You also need to be targeting the right people. Aiming all of your promotion at individuals on social media is a bad use of time. Instead, you should invest your time into targeting influencers, bloggers, radio stations and playlist curators, who can spread your music to a wider audience.

Make Full Use of Spotify

Where are people ultimately listening to your music? It's probably Spotify, so you need to make sure that you're putting as much effort into your profile and Spotify marketing as possible. Make sure you're pushing your music to playlists everyday and that your artist page is full filled out with amazing pictures, a snappy bio, your upcoming gigs and playlists of your own.



My Experience

Back in August, I woke up to find my Instagram profile completely deactivated, with no way of getting it back. My audience of 3.5k followers was gone overnight due to either getting hacked or a fault in the system. Thankfully, I had my email list, word of mouth, other social networks and my amazingly helpful clients to soften the blow and by the end of the month, I was already back up to 500 followers and there was no drop in my website traffic. If I had relied on that profile, like so many do, I'd have been in big trouble.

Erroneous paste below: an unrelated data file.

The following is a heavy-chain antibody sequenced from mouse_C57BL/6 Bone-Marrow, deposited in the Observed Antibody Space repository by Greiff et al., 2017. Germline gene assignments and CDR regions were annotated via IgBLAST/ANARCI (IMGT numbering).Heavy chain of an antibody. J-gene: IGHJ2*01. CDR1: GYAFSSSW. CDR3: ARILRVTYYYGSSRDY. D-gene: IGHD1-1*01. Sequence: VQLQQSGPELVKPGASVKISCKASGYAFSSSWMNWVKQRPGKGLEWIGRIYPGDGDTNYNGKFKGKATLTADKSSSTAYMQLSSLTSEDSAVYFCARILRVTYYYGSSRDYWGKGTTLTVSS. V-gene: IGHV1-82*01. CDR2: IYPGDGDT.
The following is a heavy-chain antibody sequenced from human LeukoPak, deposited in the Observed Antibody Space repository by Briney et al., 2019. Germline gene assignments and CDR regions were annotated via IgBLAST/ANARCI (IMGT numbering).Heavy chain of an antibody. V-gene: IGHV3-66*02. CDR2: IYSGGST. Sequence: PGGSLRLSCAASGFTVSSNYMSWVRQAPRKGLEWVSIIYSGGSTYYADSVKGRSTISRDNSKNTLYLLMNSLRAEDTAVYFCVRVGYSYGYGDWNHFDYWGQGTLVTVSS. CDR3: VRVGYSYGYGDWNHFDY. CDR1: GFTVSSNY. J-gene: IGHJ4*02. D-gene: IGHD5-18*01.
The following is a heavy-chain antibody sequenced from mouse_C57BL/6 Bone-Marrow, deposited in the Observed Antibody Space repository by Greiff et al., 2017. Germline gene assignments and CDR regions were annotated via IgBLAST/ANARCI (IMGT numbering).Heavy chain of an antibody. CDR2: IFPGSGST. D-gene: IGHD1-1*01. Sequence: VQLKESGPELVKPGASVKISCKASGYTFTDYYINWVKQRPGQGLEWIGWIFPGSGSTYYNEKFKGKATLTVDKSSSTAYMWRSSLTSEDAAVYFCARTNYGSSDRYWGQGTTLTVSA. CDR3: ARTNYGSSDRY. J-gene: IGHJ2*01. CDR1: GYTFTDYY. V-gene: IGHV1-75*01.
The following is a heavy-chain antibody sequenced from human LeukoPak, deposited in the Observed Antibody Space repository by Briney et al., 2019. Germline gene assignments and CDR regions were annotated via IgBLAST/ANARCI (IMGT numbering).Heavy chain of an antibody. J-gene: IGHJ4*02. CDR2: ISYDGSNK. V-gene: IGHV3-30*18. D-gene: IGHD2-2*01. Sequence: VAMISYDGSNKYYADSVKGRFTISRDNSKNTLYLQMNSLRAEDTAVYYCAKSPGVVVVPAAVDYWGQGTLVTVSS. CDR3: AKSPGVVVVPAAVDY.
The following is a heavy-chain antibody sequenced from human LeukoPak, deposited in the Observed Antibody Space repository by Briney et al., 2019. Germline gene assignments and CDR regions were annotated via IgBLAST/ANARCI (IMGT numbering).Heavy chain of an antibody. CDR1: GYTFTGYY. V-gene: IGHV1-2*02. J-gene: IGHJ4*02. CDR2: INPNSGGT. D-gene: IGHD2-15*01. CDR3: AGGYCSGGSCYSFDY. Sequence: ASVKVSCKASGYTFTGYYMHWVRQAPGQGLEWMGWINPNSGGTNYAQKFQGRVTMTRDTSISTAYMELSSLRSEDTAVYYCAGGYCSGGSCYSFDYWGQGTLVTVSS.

Go away with this situation in your mind and ask yourself What will I do if my social media is wiped tomorrow, what will I lose? Make sure you're doing everything you can to make this a non issue. If it happens to me again, or if the algorithm suddenly changes, I'm not too worried because I've taken the steps above to ensure that I own my audience and I can keep delivering for them no matter what happens.


Looking to grow your fanbase on Spotify? Download my free guide - 8 Steps to Getting Playlisted and Maximising Your Music on Spotify here.